Ask Lonely Planet: Grand crusade on four wheels

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Hire a car in France and you'll have more freedom to explore Cathar castles, such as Peyrepertuse in the Pyrenees. Photo / Creative Commons image by Flickr user Jon Jackson
Hire a car in France and you'll have more freedom to explore Cathar castles, such as Peyrepertuse in the Pyrenees. Photo / Creative Commons image by Flickr user Jon Jackson

I am planning a trip for the family to Toulon. We were thinking of travelling west from there to visit Carcassonne and Cathar castles. We also want to go to Paris and on a Normandy D-Day tour. How would you advise us to design our travels over a three-week period?
- Phil Petry

Lonely Planet's Sarah Bennett & Lee Slater write:

France's extensive train network is good, but your own wheels will give you more freedom to explore. Sticking mainly to the rural Routes Communales (minor roads) you'll see much more and avoid traffic, although the busy Autoroutes are handy to cover large distances.

Three weeks is ample. Mark your destinations on a France road atlas then join the dots with other places along the way. Lonely Planet's France guidebook will help you decide what to see and do and where to eat and sleep.

The UK Automobile Association website also has sage advice on driving in Europe and an excellent online route planner.

From Toulon, it's a four-drive to the witch-hat turrets of Carcassonne and Catalan-influenced Perpignan - both good bases from which to embark on crusades of the nearby Cathar castles. Buying the €3 (NZ$4.75) Passport des Sites du Pays Cathare will give you reductions to 20 local sites.

Other highlights of the Languedoc-Roussillon region include spotting vultures swooping high above the Gorge de la Jonte in the Parc National de Cevennes, where you can also follow Robert Louis Stephenson's donkey trek hoofsteps.

En route to Paris, pit-stop at Lyon, the Rhone Valley's gastronomic heart, dining at timeless checked-tableclothed bouchons (small bistros). Squeeze back into your car and drive to Burgundy to soak up Dijon's medieval history and fine wines along the Cote d'Or's Route des Grands Crus.

Driving in Paris is nerve-racking. Expensive parking and militant traffic wardens will have you ditching the car and travelling in and around on the Metro.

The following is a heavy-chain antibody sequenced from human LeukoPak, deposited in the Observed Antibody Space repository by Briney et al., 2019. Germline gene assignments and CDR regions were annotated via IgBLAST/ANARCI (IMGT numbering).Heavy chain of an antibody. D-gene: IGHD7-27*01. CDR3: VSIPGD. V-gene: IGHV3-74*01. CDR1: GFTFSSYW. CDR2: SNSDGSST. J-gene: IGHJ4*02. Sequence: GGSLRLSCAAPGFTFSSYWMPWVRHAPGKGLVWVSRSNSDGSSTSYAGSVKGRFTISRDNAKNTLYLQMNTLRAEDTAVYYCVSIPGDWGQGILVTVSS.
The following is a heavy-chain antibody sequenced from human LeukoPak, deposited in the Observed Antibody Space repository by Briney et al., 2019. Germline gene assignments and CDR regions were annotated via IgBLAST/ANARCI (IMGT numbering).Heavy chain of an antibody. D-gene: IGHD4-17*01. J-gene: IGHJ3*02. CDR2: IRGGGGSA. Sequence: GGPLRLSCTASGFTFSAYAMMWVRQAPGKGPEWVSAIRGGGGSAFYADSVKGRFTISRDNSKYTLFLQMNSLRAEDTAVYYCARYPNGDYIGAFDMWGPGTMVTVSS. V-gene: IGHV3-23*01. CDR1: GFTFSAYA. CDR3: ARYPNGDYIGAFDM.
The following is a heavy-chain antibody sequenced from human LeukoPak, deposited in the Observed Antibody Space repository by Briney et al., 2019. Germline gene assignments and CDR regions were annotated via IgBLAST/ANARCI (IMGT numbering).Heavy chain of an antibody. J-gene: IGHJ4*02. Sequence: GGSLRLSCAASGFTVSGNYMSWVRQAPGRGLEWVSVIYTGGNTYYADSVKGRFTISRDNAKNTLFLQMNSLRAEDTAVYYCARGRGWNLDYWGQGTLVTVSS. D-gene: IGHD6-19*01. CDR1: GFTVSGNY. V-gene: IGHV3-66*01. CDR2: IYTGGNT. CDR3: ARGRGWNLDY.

Eliminate backtracking

My partner and I plan to take three days in Los Angeles, three days in Istanbul, including a day-trip to Gallipoli, 10 days in Israel, with a day-trip to Petra, three days in New Orleans, two days in Buffalo to see Niagara Falls, on to Las Vegas for two days, three days in LA, then back to Auckland. We are on a limited budget and don't plan to hire vehicles. Who would you use fly with and how would you book accommodation?
- Dennis Henderson

A round-the-world ticket would allow you visit all of these places without backtracking across the Atlantic. With a few modifications to your ambitious itinerary you'll have enough time at each destination to really enjoy them.

We'd suggest staying in LA longer at the beginning or end of your trip, rather than splitting your visit to it in half.

From Istanbul, the Gallipoli peninsula is a five-hour bus ride. To do these destinations justice in three days is unrealistic so we'd set aside at least four. Similarly, a tour to Petra from Eilat in Israel is best done over a minimum of two days. Shaving off some of your time in Israel will let you do this comfortably.

To reach Niagara Falls, fly to New York or Toronto and catch a train or bus. See the falls from the Canadian side as it is blessed with a superior view. It's also a more pleasant place to stay.

Enjoy the Cajun cuisine, hot jazz and Mardi Gras of New Orleans then go to Las Vegas for a blast along The Strip, before heading straight to LA to connect with your flight home.

The US cities you mention are well served by public transport, which is cheaper than using tour operators.

You can also save money by searching for accommodation deals online at hotels.com, hotwire.com, and bargain flights at metasites such as kayak.com, hipmunk.com and mobissimo.com.

- NZ Herald

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